37 dead in stampede at Hindu festival in India
Tuesday, February 12, 2013
ALLAHABAD, India (AP) — Anxious relatives searched for missing family members in northern India on Monday during one of the world’s largest religious gatherings, unsure if their loved ones were caught in a stampede that killed 37 people or had simply gotten lost among the tens of millions of pilgrims.
People thronged to the main hospital in Allahabad to see if their relatives were among 37 dead and 39 people injured in Sunday evening’s stampede at the city’s train station. Tens of thousands of people were in the station waiting to board a train when railway officials announced a last-minute change in the platform, triggering the chaos.
An estimated 30 million Hindus took a dip Sunday at the Sangam — the confluence of the Ganges, the Yamuna and the mythical Saraswati rivers — as part of the 55-day Kumbh Mela, or Pitcher Festival. Sunday was one of the holiest days to bathe.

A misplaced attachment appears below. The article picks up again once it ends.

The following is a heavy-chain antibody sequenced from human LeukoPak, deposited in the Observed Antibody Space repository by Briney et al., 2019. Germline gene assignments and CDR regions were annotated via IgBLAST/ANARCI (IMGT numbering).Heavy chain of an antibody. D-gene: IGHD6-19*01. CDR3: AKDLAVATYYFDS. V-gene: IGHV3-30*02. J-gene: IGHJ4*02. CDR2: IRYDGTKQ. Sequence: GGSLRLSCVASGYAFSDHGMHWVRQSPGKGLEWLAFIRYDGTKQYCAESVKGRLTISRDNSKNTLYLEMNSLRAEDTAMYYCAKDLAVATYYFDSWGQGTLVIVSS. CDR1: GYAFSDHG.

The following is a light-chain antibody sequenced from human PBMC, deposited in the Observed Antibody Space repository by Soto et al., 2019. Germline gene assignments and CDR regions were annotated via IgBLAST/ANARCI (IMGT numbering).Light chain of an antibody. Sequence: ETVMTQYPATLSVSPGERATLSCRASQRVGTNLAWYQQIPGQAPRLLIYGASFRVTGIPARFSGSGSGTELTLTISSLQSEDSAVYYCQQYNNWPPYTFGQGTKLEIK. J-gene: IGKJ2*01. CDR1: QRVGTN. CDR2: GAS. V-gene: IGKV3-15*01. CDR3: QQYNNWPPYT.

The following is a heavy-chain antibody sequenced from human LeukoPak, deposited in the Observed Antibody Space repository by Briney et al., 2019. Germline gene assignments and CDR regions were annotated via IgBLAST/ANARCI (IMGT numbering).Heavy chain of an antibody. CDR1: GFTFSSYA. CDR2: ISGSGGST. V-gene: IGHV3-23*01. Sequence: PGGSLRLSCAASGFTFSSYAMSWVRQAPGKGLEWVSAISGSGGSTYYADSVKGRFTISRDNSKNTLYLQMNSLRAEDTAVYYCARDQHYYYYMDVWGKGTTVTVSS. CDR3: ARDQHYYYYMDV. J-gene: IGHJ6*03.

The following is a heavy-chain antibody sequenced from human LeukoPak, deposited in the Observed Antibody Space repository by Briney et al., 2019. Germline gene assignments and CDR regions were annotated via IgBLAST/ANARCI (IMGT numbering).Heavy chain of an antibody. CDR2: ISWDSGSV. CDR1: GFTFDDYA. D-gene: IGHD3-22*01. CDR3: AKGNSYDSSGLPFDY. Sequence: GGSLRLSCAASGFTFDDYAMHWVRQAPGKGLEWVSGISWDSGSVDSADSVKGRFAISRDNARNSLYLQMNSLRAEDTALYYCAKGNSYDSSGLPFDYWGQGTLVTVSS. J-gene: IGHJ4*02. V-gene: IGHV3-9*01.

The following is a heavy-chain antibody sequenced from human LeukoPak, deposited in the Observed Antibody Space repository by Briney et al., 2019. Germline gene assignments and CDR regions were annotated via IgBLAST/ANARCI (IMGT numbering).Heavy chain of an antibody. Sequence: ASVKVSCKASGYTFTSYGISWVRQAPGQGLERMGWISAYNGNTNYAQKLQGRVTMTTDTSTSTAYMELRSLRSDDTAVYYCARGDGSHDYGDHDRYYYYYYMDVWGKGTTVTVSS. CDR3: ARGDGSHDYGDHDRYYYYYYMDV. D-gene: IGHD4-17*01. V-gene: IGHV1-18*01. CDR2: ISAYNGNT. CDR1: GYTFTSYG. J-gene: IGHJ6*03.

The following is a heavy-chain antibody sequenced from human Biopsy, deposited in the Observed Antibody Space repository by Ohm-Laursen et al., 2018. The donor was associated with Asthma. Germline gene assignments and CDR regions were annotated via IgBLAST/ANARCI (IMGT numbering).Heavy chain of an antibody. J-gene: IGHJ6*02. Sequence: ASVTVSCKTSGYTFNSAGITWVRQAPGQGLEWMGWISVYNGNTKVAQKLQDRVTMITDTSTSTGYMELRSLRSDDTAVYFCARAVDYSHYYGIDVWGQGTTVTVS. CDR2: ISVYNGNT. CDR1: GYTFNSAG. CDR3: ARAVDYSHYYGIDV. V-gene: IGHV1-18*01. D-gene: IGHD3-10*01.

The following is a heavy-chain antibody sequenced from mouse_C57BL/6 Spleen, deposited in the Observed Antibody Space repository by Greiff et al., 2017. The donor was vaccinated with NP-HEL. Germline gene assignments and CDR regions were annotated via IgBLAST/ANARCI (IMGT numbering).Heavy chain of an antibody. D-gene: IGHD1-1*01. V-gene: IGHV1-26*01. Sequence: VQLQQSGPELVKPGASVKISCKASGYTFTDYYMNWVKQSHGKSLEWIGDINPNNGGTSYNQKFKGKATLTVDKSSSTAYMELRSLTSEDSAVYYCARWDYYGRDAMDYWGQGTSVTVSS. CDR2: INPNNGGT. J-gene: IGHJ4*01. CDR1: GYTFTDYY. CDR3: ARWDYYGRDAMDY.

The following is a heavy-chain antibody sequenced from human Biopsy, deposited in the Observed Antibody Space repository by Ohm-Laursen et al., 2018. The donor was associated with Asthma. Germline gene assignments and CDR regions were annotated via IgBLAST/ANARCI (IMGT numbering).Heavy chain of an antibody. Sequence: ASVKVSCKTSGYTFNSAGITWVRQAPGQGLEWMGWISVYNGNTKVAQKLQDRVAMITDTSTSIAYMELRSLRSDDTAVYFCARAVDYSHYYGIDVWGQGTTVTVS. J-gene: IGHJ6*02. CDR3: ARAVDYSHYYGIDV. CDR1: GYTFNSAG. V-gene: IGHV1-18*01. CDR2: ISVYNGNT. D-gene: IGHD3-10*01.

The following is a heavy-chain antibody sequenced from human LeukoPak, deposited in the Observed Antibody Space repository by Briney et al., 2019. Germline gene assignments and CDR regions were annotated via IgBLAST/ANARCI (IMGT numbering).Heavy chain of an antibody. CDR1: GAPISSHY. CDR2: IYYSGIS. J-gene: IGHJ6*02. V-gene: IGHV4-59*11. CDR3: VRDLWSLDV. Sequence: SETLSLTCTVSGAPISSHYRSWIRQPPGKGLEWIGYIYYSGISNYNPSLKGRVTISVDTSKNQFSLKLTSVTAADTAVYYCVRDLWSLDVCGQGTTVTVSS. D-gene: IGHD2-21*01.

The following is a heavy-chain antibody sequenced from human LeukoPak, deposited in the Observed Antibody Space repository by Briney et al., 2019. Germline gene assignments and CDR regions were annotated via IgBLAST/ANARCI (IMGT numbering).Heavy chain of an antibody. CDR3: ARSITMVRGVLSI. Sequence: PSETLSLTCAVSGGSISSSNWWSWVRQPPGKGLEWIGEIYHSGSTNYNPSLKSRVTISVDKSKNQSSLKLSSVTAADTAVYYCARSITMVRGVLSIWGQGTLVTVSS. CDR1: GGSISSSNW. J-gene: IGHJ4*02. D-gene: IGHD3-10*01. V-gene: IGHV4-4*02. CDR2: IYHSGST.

People missing at the Kumbh Mela is the stuff of legend in India and at least a dozen films have been made on the theme. On Sunday, like most other days, volunteers and officials used loudspeakers to give details of children and elderly people who were “found” on the river banks, having lost their families in the crowd.
It was unclear how many people were missing because of the stampede.
On Monday, state government officials and railway authorities told reporters that they had taken all precautions to prevent just such a tragedy.
Stampedes are common during religious festivities in India. During the Kumbh festival, platoons of policemen patrol the specially marked bathing areas to prevent crowding along the river banks in Allahabad.
Witnesses blamed police action for the stampede.
“We heard an announcement that our train is coming on platform No. 4 and when we started moving toward that platform through a footbridge, we were stopped. Then suddenly the police charged us with batons and the stampede started,” passenger Shushanto Kumar Sen said.
Volunteers used stretchers to carry the injured to private vehicles which then ferried them to the hospital.